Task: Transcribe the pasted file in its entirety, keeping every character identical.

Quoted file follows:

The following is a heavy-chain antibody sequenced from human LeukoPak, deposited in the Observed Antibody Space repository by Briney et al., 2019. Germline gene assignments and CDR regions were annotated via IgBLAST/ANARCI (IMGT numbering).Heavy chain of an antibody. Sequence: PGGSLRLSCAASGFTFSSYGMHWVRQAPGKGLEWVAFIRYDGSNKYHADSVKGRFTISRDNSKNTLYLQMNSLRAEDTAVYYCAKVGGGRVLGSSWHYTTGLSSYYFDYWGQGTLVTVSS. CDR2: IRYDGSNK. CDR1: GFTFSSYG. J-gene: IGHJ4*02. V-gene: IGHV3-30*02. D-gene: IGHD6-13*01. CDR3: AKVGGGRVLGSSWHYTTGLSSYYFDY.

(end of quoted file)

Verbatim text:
The following is a heavy-chain antibody sequenced from human LeukoPak, deposited in the Observed Antibody Space repository by Briney et al., 2019. Germline gene assignments and CDR regions were annotated via IgBLAST/ANARCI (IMGT numbering).Heavy chain of an antibody. Sequence: PGGSLRLSCAASGFTFSSYGMHWVRQAPGKGLEWVAFIRYDGSNKYHADSVKGRFTISRDNSKNTLYLQMNSLRAEDTAVYYCAKVGGGRVLGSSWHYTTGLSSYYFDYWGQGTLVTVSS. CDR2: IRYDGSNK. CDR1: GFTFSSYG. J-gene: IGHJ4*02. V-gene: IGHV3-30*02. D-gene: IGHD6-13*01. CDR3: AKVGGGRVLGSSWHYTTGLSSYYFDY.